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Friday, January 4, 2013

How to Evade Government Surveillance and Stay Anonymous Online

Chris Dougherty, Contributor
Activist Post

Why stay anonymous online? In today’s society there are
people and automated devices that are recording your deepest, most private thoughts and activities. Each day we voluntarily divulge the most intimate details of our lives through social networking accounts , email , banking apps , online games and more. In addition, governments and corporations can censor and block our traffic based on whatever standards are in place that day.

Government agencies, hackers and
sophisticated bot networks are capturing every piece of digital data that we transmit through all of our Internet-connected gadgets. Smartphones, Smart TVs , computers, tablets, and so much more…they are all vulnerable, nothing is safe these days. Even your old clam-shell phone isn’t safe. This is because many phone providers route your calls over media using the Internet Protocol at some point within their network. For example, long distance providers transfer calls over VoIP all the time.

Whether you’re browsing the Web, signing up for a new online game, or simply checking your email, you are constantly leaving tracks and giving away information to anyone with access and the knowledge to analyze the traffic. Once the data is compiled the attacker can build an incredibly accurate profile of not only your online life but your real-world life as well.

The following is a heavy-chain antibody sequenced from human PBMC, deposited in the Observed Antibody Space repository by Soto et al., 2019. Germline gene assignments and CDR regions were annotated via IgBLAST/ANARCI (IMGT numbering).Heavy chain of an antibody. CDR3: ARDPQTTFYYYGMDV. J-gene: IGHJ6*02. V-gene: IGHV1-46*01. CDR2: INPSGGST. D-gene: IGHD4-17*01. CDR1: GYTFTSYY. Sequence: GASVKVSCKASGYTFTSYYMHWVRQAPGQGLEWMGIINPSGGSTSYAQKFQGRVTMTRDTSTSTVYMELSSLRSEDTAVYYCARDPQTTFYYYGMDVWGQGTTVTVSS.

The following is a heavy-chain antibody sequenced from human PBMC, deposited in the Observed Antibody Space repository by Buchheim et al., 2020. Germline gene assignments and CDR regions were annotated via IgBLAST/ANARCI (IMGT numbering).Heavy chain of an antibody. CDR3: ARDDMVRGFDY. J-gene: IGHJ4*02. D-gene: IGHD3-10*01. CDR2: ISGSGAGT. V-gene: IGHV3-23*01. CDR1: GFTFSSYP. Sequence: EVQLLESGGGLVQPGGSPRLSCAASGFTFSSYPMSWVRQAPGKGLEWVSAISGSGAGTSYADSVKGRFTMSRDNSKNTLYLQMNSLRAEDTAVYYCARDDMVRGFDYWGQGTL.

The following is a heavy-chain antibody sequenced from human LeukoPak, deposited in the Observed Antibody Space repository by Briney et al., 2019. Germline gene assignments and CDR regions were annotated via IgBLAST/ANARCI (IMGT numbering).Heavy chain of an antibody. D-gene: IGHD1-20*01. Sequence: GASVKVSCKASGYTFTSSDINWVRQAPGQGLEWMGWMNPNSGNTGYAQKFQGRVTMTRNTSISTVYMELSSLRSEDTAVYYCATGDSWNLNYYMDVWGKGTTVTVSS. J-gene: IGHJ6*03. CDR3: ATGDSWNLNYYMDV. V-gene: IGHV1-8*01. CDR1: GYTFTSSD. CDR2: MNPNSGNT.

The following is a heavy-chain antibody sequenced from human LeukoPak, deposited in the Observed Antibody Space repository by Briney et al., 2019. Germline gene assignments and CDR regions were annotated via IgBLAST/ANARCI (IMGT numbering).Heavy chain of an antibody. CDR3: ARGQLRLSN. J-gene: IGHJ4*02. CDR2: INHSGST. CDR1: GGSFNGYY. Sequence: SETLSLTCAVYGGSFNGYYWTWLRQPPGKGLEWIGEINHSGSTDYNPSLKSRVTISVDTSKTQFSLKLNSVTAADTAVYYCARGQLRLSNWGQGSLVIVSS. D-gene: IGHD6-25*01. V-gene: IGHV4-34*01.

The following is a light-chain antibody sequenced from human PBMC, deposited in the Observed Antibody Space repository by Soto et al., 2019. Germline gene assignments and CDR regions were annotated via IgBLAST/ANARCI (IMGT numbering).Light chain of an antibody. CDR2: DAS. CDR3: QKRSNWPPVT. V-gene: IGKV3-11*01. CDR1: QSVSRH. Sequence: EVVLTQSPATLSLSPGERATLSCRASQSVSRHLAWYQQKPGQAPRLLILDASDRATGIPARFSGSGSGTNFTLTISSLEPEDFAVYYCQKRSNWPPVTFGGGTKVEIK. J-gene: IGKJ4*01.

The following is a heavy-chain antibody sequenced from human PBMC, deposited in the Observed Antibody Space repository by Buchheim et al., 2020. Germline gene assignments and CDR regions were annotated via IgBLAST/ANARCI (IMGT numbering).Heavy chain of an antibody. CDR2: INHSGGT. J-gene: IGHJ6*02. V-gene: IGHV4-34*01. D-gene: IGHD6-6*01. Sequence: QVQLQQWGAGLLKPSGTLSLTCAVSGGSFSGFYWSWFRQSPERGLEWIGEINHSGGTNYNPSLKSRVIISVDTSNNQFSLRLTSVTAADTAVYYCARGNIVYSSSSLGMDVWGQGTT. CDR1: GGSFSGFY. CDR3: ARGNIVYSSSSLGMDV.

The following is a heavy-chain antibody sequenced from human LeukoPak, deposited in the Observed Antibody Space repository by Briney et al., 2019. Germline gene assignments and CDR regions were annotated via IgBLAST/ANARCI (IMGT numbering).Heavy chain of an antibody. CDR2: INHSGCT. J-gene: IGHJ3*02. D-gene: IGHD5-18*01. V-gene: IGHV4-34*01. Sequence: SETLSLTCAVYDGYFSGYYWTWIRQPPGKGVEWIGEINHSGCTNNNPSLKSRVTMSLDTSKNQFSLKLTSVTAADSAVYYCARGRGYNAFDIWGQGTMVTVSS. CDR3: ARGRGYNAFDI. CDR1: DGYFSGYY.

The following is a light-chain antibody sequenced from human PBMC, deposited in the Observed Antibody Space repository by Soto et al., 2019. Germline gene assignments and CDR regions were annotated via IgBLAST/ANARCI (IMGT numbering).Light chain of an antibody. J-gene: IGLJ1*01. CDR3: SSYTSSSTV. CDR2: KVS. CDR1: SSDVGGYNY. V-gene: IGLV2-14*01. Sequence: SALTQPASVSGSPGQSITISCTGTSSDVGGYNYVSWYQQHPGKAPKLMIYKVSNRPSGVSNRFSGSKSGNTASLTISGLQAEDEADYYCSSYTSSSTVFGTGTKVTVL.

I know, most people say, “Why would hackers want to hack into my life? I am not that important.” You have to understand that these “intruders into our lives” are scanning huge blocks of Internet addresses at a time. They don’t care who you are. Your computer is simply another target IP address as they scan through thousands of computers and devices in their search for more information. Once collected they take all the information and funnel it into databases where they can search through it later for high-valued loot.


Don’t believe me? Just read the following two stories about what our own government does:

NSA Utah Data Center Largest Spy Compound Ever – Part 1

NSA Utah Data Center Largest Spy Compound Ever – Part 2

So, the big question is, how can you stay anonymous online? Free from government censorship and potential eavesdropping from some hacker or three-letter government agency that wants to invade your privacy while you use your computer. In comes Whonix, the Anonymous Operating System!

Use Whonix, The Anonymous Operating System, Stay Anonymous Online